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Old 02-14-2008, 09:33 PM   #11
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Don't forget the vapor barrier for the attic. Keep the attic vents open in the winter. Vapors from the house rise and make the insulation wet. Wet insulation is inefficient.
One of the main reasons for insulating the foundation is thermal storage. Keeps the temps much more even.
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Old 02-15-2008, 08:42 AM   #12
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Wow Boxchain, how much did that run you?
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Old 02-15-2008, 09:59 AM   #13
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$1.25-$1.50/sq ft of outside wall area (not house sq ft). I know you can buy fiberglas for $0.50/sf, but you still have to install it (they come out and spray it for you) which is never any fun.

It's an old house (1880s) with no vapor barrier, in order to have one I would have to tear out all of the siding (much of which is still in good shape, old cypress) and replace it. SO the foam also acts as a vapor barrier. And living in New Orleans, I've see what happens to fiberglas when it gets wet :O

Lastly, the foam actually adds structural integrity, something you can't have enough of in a hurricane prone area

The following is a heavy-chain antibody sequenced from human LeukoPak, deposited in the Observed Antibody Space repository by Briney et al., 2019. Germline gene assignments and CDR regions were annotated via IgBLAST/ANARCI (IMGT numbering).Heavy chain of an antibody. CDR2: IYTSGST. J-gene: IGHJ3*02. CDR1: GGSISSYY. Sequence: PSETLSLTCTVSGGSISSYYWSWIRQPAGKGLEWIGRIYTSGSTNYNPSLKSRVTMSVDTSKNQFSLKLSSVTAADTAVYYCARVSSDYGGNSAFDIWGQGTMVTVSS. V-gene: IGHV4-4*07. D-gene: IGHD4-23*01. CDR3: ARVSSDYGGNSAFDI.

They do make foam that you can apply with minimal sheetrock damage, but it's more expensive. The other route you can go is blown cellulose, which my old landlord did in my last apt. It works pretty well, but it tends to settle, so you lose insulation at the top, and rodents love to nest in it.
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Old 02-19-2008, 11:54 PM   #14
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It gets better, most homes are severely under-insulated.

Current green standards recommend R-49 ceiling (house-to-attic) and R-30 floor (basement-to-house), and more can be done at the roof level and then of course windows and walls.

I found my ceiling was R-11 and I just this last November DIY project took it to R-20. It was a PITA but the difference I felt immediately, the heat pump ran less and for shorter periods of time, also it takes longer for the house to react to an outdoor temperature change and when heated it stays warm longer.